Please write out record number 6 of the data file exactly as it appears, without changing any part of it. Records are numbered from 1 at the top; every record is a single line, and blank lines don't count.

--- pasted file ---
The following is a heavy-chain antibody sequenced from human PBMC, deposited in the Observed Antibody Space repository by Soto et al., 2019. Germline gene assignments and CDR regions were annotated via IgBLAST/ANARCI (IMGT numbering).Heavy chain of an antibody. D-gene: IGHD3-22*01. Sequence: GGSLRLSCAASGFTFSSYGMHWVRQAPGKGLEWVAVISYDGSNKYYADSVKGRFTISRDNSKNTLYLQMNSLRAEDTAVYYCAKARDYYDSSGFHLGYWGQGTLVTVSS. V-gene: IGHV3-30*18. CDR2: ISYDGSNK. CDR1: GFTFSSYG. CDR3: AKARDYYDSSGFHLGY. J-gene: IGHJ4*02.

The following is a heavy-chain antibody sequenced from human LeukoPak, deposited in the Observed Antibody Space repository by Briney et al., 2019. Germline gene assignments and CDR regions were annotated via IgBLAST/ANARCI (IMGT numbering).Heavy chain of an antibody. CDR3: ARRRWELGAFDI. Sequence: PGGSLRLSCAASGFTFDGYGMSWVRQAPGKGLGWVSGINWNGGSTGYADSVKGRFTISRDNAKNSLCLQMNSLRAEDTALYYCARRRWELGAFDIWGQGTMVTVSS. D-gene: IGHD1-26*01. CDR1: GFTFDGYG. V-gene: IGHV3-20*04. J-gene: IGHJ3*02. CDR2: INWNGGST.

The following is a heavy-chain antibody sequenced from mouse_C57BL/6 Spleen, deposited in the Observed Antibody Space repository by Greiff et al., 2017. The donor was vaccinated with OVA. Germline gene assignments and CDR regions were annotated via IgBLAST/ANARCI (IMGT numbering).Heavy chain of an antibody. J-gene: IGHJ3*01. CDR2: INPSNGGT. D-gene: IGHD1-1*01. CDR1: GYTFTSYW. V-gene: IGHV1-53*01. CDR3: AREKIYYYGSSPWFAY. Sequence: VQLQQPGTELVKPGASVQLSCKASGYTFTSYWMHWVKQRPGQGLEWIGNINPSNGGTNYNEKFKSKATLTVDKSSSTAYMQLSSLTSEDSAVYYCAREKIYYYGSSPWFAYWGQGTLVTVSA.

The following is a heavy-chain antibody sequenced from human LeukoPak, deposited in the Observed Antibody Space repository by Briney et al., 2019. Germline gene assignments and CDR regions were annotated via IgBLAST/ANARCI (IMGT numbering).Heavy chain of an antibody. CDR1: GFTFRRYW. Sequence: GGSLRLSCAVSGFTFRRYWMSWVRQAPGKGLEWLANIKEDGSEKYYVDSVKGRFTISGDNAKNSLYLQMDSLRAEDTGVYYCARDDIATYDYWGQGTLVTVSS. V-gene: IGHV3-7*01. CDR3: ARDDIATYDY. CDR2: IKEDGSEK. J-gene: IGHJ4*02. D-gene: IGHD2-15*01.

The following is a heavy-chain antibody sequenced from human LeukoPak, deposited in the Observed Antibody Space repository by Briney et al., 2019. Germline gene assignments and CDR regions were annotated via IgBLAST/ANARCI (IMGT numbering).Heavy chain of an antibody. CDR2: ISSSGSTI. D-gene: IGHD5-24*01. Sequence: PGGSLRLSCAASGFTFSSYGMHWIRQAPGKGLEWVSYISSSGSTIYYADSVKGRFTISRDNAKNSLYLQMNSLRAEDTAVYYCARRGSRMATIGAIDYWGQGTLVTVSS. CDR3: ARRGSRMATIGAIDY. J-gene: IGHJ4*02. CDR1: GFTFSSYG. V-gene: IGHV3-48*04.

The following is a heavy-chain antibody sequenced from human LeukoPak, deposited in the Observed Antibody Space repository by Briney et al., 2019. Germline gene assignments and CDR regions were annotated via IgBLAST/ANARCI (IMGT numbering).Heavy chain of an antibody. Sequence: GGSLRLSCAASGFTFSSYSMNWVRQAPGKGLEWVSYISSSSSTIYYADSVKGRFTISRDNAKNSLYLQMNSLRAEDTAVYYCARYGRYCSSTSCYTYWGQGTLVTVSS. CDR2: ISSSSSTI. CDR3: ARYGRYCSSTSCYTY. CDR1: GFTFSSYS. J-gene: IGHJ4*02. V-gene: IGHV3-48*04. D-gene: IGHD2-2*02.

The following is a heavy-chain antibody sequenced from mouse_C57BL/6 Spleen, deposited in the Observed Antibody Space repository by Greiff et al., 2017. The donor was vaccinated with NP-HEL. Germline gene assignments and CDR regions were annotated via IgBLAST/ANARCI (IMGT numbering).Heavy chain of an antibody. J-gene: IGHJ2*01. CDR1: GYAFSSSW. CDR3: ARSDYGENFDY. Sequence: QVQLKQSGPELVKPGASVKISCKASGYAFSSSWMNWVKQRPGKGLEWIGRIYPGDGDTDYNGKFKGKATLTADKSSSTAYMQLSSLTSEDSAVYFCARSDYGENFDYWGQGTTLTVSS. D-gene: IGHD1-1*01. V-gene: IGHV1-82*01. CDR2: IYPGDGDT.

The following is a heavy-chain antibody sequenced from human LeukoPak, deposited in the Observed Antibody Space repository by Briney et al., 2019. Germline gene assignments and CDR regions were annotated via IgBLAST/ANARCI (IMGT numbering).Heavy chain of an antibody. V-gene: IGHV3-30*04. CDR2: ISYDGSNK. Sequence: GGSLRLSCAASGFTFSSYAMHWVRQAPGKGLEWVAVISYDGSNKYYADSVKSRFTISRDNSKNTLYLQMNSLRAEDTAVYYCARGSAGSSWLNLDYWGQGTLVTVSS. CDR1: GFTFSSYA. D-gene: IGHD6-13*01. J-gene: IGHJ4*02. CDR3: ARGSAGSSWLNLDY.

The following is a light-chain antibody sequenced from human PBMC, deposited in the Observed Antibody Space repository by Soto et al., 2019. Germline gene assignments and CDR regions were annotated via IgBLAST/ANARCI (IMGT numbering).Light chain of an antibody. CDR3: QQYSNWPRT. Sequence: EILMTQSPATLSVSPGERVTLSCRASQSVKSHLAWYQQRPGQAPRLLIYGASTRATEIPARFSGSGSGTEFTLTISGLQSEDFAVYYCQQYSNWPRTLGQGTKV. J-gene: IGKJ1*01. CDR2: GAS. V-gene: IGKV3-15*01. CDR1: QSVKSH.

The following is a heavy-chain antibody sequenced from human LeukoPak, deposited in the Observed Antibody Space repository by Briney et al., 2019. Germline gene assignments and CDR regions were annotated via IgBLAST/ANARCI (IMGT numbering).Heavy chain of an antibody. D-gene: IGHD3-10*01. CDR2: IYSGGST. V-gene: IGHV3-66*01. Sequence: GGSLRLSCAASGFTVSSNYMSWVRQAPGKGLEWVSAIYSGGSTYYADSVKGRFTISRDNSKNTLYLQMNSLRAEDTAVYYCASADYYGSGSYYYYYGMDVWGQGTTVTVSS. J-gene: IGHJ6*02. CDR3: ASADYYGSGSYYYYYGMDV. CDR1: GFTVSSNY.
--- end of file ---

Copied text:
The following is a heavy-chain antibody sequenced from human LeukoPak, deposited in the Observed Antibody Space repository by Briney et al., 2019. Germline gene assignments and CDR regions were annotated via IgBLAST/ANARCI (IMGT numbering).Heavy chain of an antibody. Sequence: GGSLRLSCAASGFTFSSYSMNWVRQAPGKGLEWVSYISSSSSTIYYADSVKGRFTISRDNAKNSLYLQMNSLRAEDTAVYYCARYGRYCSSTSCYTYWGQGTLVTVSS. CDR2: ISSSSSTI. CDR3: ARYGRYCSSTSCYTY. CDR1: GFTFSSYS. J-gene: IGHJ4*02. V-gene: IGHV3-48*04. D-gene: IGHD2-2*02.